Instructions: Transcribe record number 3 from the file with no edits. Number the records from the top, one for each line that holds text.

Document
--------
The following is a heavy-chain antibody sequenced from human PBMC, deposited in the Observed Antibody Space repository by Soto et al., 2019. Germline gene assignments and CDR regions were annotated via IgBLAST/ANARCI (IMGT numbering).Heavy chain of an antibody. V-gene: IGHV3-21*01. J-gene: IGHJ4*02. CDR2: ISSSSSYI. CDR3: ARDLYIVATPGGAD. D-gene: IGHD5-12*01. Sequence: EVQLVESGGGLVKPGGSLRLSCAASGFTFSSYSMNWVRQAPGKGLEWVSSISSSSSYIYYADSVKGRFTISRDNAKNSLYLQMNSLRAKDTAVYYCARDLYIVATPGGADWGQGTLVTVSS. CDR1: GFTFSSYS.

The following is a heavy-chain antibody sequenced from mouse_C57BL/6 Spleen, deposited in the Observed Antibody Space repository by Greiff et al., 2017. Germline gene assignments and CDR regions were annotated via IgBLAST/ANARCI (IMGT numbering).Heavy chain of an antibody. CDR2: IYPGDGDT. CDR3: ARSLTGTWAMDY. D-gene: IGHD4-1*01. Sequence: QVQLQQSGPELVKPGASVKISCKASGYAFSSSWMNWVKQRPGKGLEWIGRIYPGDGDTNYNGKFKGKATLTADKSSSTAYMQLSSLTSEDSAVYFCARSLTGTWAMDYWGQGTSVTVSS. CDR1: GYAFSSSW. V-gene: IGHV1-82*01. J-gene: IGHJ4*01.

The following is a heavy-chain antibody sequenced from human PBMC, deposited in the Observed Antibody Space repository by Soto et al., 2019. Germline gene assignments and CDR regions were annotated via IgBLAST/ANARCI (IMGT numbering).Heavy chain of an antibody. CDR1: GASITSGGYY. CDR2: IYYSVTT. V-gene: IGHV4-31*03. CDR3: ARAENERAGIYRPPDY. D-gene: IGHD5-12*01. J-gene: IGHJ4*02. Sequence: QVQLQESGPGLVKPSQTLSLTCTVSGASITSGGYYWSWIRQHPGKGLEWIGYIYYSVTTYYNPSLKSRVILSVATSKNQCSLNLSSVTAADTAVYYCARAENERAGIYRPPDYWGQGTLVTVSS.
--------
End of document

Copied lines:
The following is a heavy-chain antibody sequenced from human PBMC, deposited in the Observed Antibody Space repository by Soto et al., 2019. Germline gene assignments and CDR regions were annotated via IgBLAST/ANARCI (IMGT numbering).Heavy chain of an antibody. CDR1: GASITSGGYY. CDR2: IYYSVTT. V-gene: IGHV4-31*03. CDR3: ARAENERAGIYRPPDY. D-gene: IGHD5-12*01. J-gene: IGHJ4*02. Sequence: QVQLQESGPGLVKPSQTLSLTCTVSGASITSGGYYWSWIRQHPGKGLEWIGYIYYSVTTYYNPSLKSRVILSVATSKNQCSLNLSSVTAADTAVYYCARAENERAGIYRPPDYWGQGTLVTVSS.